Several limitations must be considered when interpreting our results. First, our patient numbers were small, and the retrospective nature of the work may have introduced unidentified bias. Second, a small portion of patients were treated via VV or VAV ECMO despite septic shock, which could be associated with the heterogeneity of the study population. Third, the study period when data were collected was long. Some changes in the treatment strategies for patients may have occurred. Finally, we could not collect detailed echocardiographic data, which would have strengthened our findings. In particular, we used our institutional strategy for commencing ECMO in septic shock patients, which limited generalisability. Therefore, this should be considered when interpreting the data. However, to the best of our knowledge, few data are available for septic shock patients receiving ECMO; this is the first study to describe the evolution of the coagulation profiles and lactate levels in such patients.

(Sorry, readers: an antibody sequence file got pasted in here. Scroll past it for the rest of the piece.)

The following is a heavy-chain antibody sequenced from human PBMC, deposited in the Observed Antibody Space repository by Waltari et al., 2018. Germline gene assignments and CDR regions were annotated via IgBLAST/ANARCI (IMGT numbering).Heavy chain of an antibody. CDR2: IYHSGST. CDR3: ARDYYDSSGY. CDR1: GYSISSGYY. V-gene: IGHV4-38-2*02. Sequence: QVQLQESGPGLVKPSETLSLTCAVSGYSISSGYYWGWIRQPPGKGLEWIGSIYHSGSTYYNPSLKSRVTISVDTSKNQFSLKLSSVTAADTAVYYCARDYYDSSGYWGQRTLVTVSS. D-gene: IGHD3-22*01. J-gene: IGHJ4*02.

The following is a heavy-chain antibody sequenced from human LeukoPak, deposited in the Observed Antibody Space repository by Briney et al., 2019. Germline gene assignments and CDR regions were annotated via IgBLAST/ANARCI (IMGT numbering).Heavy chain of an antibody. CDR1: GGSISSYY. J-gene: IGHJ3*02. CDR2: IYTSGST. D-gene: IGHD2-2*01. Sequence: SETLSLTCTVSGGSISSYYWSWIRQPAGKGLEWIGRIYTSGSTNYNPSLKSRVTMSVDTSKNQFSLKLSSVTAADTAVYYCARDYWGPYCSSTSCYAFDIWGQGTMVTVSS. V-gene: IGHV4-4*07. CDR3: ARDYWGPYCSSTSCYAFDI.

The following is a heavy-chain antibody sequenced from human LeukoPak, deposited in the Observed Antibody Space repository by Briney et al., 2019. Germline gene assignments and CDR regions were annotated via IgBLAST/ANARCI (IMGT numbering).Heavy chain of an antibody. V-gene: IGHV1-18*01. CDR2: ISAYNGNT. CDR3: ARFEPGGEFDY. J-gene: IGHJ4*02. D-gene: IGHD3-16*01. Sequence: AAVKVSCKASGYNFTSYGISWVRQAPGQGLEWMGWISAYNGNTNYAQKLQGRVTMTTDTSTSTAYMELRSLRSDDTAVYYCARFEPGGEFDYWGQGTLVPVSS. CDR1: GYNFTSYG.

The pre-ECMO DIC score was a significant risk factor for hospital death in patients with septic shock. During the 48 h of ECMO support, the coagulation profiles, DIC scores, and lactate levels differed significantly between survivors and non-survivors. Furthermore, the combined variable pre-ECMO DIC score plus lactate level had the best AUC value, and combined scores >9.35 might indicate a poor hospital outcome.
The authors want to thank Young Soo Ju (Department of Occupational and Environmental Medicine, Hallym University Sacred Heart Hospital) for his contribution to statistical analysis.
Conflicts of Interest: The authors have no conflicts of interest to declare.
Ethical Statement: The present study was approved by the Institutional Review Board of Hallym Medical Center (IRB No. 2016-I155). Informed consent was waived because this was a retrospective study.